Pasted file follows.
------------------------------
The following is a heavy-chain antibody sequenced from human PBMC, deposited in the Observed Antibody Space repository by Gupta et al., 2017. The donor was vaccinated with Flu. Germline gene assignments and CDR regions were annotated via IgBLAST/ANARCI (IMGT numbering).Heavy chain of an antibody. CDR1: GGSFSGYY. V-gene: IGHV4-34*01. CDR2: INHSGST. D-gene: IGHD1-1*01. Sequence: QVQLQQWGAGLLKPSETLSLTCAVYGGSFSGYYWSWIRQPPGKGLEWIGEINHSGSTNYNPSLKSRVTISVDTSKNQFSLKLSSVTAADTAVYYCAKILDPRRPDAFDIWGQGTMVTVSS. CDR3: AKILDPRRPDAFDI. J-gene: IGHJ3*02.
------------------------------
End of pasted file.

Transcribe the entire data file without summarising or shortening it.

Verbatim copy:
The following is a heavy-chain antibody sequenced from human PBMC, deposited in the Observed Antibody Space repository by Gupta et al., 2017. The donor was vaccinated with Flu. Germline gene assignments and CDR regions were annotated via IgBLAST/ANARCI (IMGT numbering).Heavy chain of an antibody. CDR1: GGSFSGYY. V-gene: IGHV4-34*01. CDR2: INHSGST. D-gene: IGHD1-1*01. Sequence: QVQLQQWGAGLLKPSETLSLTCAVYGGSFSGYYWSWIRQPPGKGLEWIGEINHSGSTNYNPSLKSRVTISVDTSKNQFSLKLSSVTAADTAVYYCAKILDPRRPDAFDIWGQGTMVTVSS. CDR3: AKILDPRRPDAFDI. J-gene: IGHJ3*02.